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By Amanda Chavez 

Leonardo de Jesus Silva isn’t the typical drum-n-bass artist. Known professionally as L-Side, the Brazil-based producer makes music that can lean toward the smoother, more fluid side of drum-n-bass. But he can also drop aggressive, funky dancefloor tunes within the genre.

Working from his home studio in São Paulo, L-Side forged a relationship with London’s beloved imprint V Recordings back in 2014, then put out a handful of singles and EPs, including 2017’s well-received Love Vibration. Fast-forward a year and L-Side brings us Carnal Mind, his first-ever, full-length album – and it’s a massive one.

Carnal Mind weighs in with a hefty 15 tracks, and includes the added touch of 12 vocal features from the likes of Jeru The Damaja, MC DRS, Lady Chann, MC Fats, MC Conrad, and Inja to name a few. Between finishing his album and working his DJ commitments, DJ Times linked up with L-Side to discover more about the making of this record.

DJ Times: What’s in your home studio?
L-Side: Many times, when I talk about my set-up, people don’t believe me [laughs]. My studio set-up is as basic as possible – I use a Macbook Pro, M-Audio Fast Track interface and headphones. Sometimes I use a Micro-System Aiwa to test the tunes and have a better reference.

DJ Times: What were the challenges in making a large, vocal-heavy album like this?
L-Side: One of the biggest challenges was certainly getting all the collabs organized. It was not easy, and it took a lot of time, I’ve been working on the album for almost three years. It took time, but I’m happy with the result and I feel honored to have such heavy vocalists/MCs together in the same project.

DJ Times: What are some of your favorite amen-heavy tracks of all time?
L-Side: So hard to tell because there are many! [laughs] I will share three that I like very much: Spirit’s “Re-Dial” on the Metalheadz label; Trinity’s “30 Hertz” on Chronic; and PFM’s “The Western” on Good Looking Records.

DJ Times: How do you go about creating the sounds for your tracks?
I really enjoy using old hardcore and jungle samples and cutting ’70s funk breaks. On top of that, I work until I get a result that pleases me. I really like distortion, too.

DJ Times:
Do you have a method when it comes to editing vocals?
L-Side: When I’m editing vocals, I always like to duplicate them and work the background effects on the second channel, sometimes pitch-down, reverb, and echoes. When it comes to remixes, I really like cutting out vocals and changing the sequence of phrases, creating a different groove from the original track.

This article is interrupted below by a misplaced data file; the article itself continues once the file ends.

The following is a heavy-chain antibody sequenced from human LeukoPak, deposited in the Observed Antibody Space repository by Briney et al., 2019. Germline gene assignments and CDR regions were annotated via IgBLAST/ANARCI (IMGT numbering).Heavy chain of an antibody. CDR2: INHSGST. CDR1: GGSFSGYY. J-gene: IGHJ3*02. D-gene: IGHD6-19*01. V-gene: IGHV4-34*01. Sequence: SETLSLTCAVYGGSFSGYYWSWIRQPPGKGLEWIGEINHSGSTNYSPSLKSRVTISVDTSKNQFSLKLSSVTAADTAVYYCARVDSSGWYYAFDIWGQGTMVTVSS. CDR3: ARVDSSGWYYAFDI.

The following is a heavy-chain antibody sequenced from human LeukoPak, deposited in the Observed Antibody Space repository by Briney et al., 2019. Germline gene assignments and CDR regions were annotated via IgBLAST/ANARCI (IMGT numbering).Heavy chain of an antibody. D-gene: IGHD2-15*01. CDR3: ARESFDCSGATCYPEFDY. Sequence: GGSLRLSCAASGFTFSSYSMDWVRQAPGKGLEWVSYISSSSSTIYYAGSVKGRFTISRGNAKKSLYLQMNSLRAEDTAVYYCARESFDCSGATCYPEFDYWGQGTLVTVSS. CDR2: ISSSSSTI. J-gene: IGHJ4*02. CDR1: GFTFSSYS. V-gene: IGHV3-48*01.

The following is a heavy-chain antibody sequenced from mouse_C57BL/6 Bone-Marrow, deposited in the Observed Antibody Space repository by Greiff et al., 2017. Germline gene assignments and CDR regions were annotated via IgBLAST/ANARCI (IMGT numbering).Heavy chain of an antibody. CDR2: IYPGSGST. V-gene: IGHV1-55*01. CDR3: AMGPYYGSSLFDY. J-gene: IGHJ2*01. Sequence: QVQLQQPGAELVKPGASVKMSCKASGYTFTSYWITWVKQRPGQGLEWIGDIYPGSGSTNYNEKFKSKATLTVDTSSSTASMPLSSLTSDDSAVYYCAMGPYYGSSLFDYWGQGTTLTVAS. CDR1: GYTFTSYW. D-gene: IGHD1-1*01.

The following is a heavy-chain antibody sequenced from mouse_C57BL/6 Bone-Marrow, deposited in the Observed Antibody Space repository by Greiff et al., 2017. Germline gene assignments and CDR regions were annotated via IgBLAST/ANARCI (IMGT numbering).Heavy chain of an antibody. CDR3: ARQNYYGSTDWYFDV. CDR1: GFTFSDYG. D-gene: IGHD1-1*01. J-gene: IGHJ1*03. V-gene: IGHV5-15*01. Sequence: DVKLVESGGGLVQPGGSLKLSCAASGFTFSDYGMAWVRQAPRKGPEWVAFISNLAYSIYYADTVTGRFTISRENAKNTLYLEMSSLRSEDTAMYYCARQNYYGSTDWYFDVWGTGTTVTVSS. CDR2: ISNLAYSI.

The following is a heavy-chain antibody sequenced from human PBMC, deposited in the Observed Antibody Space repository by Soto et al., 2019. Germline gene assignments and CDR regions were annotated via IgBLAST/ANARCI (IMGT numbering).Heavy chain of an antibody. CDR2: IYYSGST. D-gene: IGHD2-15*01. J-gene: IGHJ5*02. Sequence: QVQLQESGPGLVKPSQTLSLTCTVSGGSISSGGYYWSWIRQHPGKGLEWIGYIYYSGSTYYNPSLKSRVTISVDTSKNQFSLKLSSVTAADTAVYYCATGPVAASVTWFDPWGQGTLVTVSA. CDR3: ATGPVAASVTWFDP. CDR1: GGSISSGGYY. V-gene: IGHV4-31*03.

DJ Times:
Which track off the album do you think best represents your current sound?
L-Side: In my album, I put a little bit of everything I like to produce. If I could choose a signature sound, I would currently select “Night Prowler” featuring Inja. I really like the vibe of this song, the tense atmosphere and the aggressive vocals.

DJ Times:
How did you approach the mastering process?
L-Side: I think it is necessary to have a balanced sound in the mixdown, so that in the process of mastering you can have room to work and get a good result. For me, the principle of everything is mixing down.

DJ Times:
What’s your current DJ set-up?
L-Side: I started out as a hip-hop DJ and always used turntables. Now I’m enjoying working with Pioneer CDJ2000NXS or CDJ-2000NXS2 players and Pioneer DJ DJM‑800 DJ mixer or the NXS2 mixer.

DJ Times:
What was it like first learning how to spin drum-n-bass?
L-Side: It was difficult. When I started playing, drum-n-bass in Brazil stood firm – we had Marky, Patife, Andy and a lot of DJs playing the style. There were a lot of DJs for few parties. It was very difficult to play at a party. I was able to play parties just after I started to produce.

DJ Times:
Who were some of the producers you looked up to when you first started making music?
L-Side: My main influence has always been Marcus Intalex. I also became curious when I heard Mutt’s productions. He did a lot of music with samples of hip-hop, and this caught my attention because, when I first started to produce, I did hip-hop beats.

DJ Times:
Who are some of your favorite up-and-coming producers now?
L-Side: Today we have a lot of people doing good music. I really like the work of my friends Level 2 & DJ Chap aka ALIBI who are working hard on their first album. I also love the songs from SATL, Macca and Andrezz.

DJ Times: When looking back on your earlier work, where do you see the most growth?
L-Side: I see a more mature sound, a smarter production. I don’t see much evolution in terms of mixdowns, because I’ve always liked to use old samples. I often like the dirty sound, but I think my sound has matured.


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